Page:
The vulnerability occurred when you would send a curl request against a POP3 server (Or get redirected to one un-intentionally by not specifying to only follow HTTP(S) redirects) in which that server would response with a malicious payload that had too large of a string in the ‘realm’ parameter. The curl library specifies the variable as a char with a length of 128 bytes, so sending any data over that amount would cause a buffer overflow, such as in the proof of concept that Volmea wrote.
Reading through the source for libcurl gave me an opportunity to read through code that wasn’t mine and see what exactly was going wrong that caused this to happen. My C skills are pretty subpar, but I did an alright job tracking it down - And after looking at the patch I was happy to find I was right on track for where the bug was located.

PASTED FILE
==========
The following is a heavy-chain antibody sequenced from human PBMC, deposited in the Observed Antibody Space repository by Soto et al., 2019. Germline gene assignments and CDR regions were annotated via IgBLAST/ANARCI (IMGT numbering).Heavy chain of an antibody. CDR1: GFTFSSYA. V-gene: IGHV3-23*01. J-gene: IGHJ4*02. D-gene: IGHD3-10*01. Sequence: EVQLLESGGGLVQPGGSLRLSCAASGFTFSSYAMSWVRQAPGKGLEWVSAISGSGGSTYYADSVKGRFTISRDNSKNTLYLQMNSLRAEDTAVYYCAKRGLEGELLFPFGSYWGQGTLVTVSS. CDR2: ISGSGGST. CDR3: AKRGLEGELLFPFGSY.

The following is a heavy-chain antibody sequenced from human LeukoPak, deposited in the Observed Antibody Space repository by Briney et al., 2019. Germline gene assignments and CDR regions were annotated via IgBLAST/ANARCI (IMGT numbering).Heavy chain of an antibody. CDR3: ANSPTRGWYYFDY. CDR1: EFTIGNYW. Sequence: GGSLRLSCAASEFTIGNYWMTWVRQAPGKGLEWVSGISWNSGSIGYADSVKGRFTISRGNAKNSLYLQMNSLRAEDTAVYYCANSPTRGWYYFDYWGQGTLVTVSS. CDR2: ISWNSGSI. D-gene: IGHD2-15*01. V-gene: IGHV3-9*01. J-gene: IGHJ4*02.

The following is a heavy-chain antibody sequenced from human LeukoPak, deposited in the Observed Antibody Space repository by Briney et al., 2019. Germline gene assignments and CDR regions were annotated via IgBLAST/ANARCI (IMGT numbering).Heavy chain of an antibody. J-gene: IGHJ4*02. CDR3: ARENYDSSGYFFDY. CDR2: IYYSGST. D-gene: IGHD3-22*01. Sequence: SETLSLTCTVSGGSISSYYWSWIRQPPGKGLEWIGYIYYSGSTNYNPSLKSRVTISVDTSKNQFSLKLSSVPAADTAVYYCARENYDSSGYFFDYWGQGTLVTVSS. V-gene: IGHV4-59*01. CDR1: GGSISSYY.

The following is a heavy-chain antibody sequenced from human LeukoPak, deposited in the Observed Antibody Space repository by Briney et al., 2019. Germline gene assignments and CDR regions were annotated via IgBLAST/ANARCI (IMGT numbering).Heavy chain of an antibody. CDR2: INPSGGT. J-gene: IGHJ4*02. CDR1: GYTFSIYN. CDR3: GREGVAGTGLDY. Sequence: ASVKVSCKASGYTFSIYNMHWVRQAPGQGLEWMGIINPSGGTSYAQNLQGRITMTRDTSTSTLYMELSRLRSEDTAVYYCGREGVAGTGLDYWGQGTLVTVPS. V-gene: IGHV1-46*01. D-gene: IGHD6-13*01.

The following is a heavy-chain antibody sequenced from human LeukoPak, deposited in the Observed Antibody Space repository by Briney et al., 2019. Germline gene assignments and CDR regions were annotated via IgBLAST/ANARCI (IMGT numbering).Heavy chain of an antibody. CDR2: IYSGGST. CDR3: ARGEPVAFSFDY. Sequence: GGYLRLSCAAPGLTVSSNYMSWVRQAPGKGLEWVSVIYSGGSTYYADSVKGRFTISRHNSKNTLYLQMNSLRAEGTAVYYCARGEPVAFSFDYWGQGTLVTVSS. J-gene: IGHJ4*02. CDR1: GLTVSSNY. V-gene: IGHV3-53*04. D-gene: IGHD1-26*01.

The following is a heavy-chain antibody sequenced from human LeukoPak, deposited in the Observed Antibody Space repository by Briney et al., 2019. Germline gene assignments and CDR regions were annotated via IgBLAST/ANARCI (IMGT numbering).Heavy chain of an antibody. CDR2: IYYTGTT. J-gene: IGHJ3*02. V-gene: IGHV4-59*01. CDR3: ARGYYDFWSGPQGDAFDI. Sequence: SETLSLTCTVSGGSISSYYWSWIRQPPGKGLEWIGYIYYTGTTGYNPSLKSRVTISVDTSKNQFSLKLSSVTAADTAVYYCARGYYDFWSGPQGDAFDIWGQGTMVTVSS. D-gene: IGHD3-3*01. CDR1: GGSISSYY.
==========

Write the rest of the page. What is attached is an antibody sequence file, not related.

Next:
It’s good to “Stretch yourself in different directions” (James Paul Holloway) and put yourself out of your comfort zone. The other month I cloned in the ubuntu-precise repo and poked around, and it was great to see how a few things were done - I’d like to continue doing that but rarely think to do so. Perhaps I could add something like this to my daily programming kata.
I’ve been wanting to get back into blogging - so what better way to do then when you’re pissed about something, right?
%!@# PayPal. Seriously. I hate it.
And I’m not the only one, seriously - 30,100,000 results for such a vulgar statement? That’s saying something.
PayPal, you need to change. And you need to do it fast. Your fraud department is absolute bullshit, you don’t follow your own ToS, you don’t listen to your customers, you’re a monopoly, want me to keep going? Okay - You side with the wrong person, you steal money (Bullshit charges that you can’t refute), you hold money hostage, okay I’m wore out.